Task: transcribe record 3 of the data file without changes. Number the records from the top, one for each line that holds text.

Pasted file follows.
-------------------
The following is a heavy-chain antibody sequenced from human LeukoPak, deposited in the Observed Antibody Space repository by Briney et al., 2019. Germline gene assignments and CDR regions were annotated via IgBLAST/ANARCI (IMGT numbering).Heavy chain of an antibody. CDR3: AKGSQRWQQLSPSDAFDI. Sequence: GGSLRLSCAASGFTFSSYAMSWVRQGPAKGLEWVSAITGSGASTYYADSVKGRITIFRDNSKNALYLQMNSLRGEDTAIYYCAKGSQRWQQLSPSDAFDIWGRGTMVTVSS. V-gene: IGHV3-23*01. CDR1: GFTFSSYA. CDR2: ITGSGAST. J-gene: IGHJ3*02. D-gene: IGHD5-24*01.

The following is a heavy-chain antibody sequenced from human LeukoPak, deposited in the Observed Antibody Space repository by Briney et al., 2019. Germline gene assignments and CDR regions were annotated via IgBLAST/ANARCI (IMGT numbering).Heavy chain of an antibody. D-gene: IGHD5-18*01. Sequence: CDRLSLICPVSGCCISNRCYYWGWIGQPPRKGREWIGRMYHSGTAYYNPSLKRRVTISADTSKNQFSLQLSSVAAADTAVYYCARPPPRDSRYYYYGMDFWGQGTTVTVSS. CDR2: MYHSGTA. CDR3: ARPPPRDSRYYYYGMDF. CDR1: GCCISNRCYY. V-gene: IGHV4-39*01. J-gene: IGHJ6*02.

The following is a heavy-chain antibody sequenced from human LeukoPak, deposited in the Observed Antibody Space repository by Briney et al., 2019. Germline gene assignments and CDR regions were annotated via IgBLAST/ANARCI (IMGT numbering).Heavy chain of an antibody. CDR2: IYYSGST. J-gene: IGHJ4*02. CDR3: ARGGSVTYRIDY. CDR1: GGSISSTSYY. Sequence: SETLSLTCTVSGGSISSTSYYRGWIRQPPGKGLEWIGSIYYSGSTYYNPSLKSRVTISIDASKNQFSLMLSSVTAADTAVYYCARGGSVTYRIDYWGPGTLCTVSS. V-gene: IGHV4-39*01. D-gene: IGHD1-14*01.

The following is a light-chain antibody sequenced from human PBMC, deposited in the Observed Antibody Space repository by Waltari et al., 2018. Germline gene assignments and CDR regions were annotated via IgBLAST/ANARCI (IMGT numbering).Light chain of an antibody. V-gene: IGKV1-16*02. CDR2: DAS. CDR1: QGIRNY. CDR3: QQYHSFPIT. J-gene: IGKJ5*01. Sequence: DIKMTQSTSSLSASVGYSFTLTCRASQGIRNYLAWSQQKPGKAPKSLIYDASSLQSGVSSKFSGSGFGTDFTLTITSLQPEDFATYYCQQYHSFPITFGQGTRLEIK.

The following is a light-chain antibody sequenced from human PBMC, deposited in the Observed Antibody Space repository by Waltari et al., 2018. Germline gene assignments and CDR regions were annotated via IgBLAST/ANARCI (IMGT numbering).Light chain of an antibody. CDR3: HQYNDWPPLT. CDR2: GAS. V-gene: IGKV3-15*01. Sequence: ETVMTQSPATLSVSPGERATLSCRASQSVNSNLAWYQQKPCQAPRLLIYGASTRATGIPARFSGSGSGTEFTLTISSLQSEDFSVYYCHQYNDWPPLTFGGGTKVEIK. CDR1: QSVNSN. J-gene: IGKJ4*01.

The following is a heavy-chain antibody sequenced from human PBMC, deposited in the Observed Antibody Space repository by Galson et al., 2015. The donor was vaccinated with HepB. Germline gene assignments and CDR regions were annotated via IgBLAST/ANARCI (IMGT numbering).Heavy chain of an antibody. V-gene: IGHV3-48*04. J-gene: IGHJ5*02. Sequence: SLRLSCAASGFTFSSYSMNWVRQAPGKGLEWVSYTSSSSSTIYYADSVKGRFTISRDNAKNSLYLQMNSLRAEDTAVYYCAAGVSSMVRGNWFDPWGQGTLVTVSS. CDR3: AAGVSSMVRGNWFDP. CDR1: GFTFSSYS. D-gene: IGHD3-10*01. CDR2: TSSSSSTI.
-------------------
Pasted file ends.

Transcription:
The following is a heavy-chain antibody sequenced from human LeukoPak, deposited in the Observed Antibody Space repository by Briney et al., 2019. Germline gene assignments and CDR regions were annotated via IgBLAST/ANARCI (IMGT numbering).Heavy chain of an antibody. CDR2: IYYSGST. J-gene: IGHJ4*02. CDR3: ARGGSVTYRIDY. CDR1: GGSISSTSYY. Sequence: SETLSLTCTVSGGSISSTSYYRGWIRQPPGKGLEWIGSIYYSGSTYYNPSLKSRVTISIDASKNQFSLMLSSVTAADTAVYYCARGGSVTYRIDYWGPGTLCTVSS. V-gene: IGHV4-39*01. D-gene: IGHD1-14*01.